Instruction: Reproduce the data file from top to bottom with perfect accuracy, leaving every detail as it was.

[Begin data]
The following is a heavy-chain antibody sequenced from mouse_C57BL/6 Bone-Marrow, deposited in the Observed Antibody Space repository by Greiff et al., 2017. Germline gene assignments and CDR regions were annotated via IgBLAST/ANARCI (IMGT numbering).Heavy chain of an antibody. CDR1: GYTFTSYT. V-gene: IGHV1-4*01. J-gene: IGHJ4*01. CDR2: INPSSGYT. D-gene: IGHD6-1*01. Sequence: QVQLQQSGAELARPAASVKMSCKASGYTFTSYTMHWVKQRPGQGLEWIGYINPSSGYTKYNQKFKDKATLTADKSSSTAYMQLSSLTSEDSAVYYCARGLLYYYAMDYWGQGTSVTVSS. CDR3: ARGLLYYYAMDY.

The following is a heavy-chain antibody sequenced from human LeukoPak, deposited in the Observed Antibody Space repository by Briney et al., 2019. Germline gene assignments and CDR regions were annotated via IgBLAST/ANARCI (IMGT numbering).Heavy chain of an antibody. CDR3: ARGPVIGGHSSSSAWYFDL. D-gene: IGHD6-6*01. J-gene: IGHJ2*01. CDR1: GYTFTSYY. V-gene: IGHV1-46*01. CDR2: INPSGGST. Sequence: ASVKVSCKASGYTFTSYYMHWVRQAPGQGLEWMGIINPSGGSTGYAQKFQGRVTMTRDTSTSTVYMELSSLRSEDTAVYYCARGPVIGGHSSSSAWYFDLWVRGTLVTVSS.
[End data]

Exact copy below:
The following is a heavy-chain antibody sequenced from mouse_C57BL/6 Bone-Marrow, deposited in the Observed Antibody Space repository by Greiff et al., 2017. Germline gene assignments and CDR regions were annotated via IgBLAST/ANARCI (IMGT numbering).Heavy chain of an antibody. CDR1: GYTFTSYT. V-gene: IGHV1-4*01. J-gene: IGHJ4*01. CDR2: INPSSGYT. D-gene: IGHD6-1*01. Sequence: QVQLQQSGAELARPAASVKMSCKASGYTFTSYTMHWVKQRPGQGLEWIGYINPSSGYTKYNQKFKDKATLTADKSSSTAYMQLSSLTSEDSAVYYCARGLLYYYAMDYWGQGTSVTVSS. CDR3: ARGLLYYYAMDY.

The following is a heavy-chain antibody sequenced from human LeukoPak, deposited in the Observed Antibody Space repository by Briney et al., 2019. Germline gene assignments and CDR regions were annotated via IgBLAST/ANARCI (IMGT numbering).Heavy chain of an antibody. CDR3: ARGPVIGGHSSSSAWYFDL. D-gene: IGHD6-6*01. J-gene: IGHJ2*01. CDR1: GYTFTSYY. V-gene: IGHV1-46*01. CDR2: INPSGGST. Sequence: ASVKVSCKASGYTFTSYYMHWVRQAPGQGLEWMGIINPSGGSTGYAQKFQGRVTMTRDTSTSTVYMELSSLRSEDTAVYYCARGPVIGGHSSSSAWYFDLWVRGTLVTVSS.